Hospitals and clinics are increasingly embracing real-time data to improve patient safety, the patient experience and other aspects of healthcare. Even today, data is still typically collected manually, collated and then distributed in a report format, usually months later. This made responding to the data in a timely and meaningful way extremely challenging at best, and impossible most of the time.
Enter the Internet of Things (IoT [the inter-connection via the internet of computing devices embedded in everyday objects, enabling them to send and receive data]) and big data. Buzzwords aside, these technological advancements are enabling the capture, analysis and distribution of data in new and exciting ways, and they’ve had a particularly positive impact on patient safety.
Some electronic hand hygiene monitoring and reminder systems leverage these technological developments. Smart wearables, such as badge reels, identify individual providers to track hand hygiene performance. Sensors on soap and sanitizer dispensers capture dispenses, as well as room entrances and exits. This data is analyzed in the cloud and can be leveraged in a variety of ways.
Real-Time Feedback for Immediate Action
There is no longer a need to wait a month for the numbers to be crunched and a report generated by hand. Real-time data is, well, real-time. Certainly, it can still be used to go back in time and evaluate what happened in the past, but it’s best utilized to view what’s happening right now. In some cases, it can be used to predict the future. After all, the role of infection preventionists (IPs) should be to prevent infections and not just to compile after-the-fact spreadsheets.
Today, electronic hand hygiene technologies offer an in-the-moment reminder when a provider forgets to clean his or her hands. This reminder can take the form of a human voice, beep, vibration, or colored lights.
Some interventions go beyond the individual clinician level. And that leads to the future – predictive analytics. For example, if data shows low hand hygiene performance in a particular hospital room a few hours into a shift, an automatic message can be texted to the unit manager. That manager can immediately look into the issue behind the alert and make real-time corrections to improve hand hygiene performance. Some systems even know if a room houses a patient on isolation or with Clostridium difficile (C. diff). In these cases, by alerting a manager in real-time, they can take action to remedy a situation and, ideally, prevent a healthcare-associated infection (HAI) from spreading.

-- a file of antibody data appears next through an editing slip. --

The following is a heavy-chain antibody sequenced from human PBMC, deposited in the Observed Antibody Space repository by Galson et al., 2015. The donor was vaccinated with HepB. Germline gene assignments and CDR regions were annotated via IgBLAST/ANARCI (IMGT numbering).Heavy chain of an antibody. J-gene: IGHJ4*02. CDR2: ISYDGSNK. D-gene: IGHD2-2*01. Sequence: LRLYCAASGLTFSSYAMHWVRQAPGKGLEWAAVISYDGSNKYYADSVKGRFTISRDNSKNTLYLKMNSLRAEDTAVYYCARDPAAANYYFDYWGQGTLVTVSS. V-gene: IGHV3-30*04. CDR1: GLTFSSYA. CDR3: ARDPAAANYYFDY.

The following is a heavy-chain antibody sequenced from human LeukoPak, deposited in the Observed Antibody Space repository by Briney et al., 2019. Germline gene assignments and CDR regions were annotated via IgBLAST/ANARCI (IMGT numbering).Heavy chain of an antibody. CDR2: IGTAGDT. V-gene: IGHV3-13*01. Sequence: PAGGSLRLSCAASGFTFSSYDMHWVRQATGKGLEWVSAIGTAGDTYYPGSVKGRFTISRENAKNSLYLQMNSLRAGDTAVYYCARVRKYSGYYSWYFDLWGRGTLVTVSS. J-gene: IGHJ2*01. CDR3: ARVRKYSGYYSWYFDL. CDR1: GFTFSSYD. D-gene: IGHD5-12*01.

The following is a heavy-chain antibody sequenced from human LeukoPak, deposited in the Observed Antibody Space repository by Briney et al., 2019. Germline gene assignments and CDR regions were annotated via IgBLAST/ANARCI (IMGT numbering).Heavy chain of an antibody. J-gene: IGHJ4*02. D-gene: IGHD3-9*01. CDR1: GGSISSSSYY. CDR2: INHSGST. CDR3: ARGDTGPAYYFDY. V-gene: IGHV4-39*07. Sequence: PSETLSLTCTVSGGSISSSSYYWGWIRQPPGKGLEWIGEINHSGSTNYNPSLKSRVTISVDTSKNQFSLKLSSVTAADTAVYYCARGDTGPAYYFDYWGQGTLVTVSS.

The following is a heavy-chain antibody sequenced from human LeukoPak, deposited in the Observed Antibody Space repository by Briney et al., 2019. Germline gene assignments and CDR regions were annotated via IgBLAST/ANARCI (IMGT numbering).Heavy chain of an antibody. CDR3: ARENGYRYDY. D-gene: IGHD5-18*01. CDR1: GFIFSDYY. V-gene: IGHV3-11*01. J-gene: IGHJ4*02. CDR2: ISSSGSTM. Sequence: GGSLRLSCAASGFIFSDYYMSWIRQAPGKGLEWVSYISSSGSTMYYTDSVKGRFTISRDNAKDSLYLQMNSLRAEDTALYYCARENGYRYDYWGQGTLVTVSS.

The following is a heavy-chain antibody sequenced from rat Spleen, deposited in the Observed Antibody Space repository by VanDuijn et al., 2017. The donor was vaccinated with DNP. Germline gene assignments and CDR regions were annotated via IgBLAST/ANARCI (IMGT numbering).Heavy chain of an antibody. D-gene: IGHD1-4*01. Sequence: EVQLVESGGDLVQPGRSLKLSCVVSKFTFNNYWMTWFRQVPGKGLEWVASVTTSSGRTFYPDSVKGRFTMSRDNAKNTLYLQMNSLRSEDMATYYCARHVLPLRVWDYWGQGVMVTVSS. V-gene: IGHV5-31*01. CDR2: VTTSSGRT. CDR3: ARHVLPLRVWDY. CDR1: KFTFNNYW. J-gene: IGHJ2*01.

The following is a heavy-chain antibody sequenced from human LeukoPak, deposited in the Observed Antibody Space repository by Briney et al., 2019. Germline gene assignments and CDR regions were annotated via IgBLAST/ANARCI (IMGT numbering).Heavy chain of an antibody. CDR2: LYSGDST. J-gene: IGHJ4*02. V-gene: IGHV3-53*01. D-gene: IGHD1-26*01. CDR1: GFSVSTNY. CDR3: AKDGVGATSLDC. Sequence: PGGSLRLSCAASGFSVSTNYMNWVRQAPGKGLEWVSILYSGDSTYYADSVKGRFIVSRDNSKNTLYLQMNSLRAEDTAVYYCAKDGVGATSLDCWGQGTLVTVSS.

Increased Staff Productivity
This is a new and profoundly more productive use of staff time compared to direct observation. If “secret shoppers” are conducting general observation, capturing everyone’s hand hygiene performance while lurking in a hallway, that’s not only an inefficient use of personnel, it also systematically overestimates hand hygiene because it only captures a fraction of the entire data set. Observers typically can’t see inside patient rooms. And direct observation is subject to the Hawthorne Effect, in which clinicians are up to three times as likely to clean their hands when they know they’re being watched (and they typically figure out they’re being observed pretty quickly).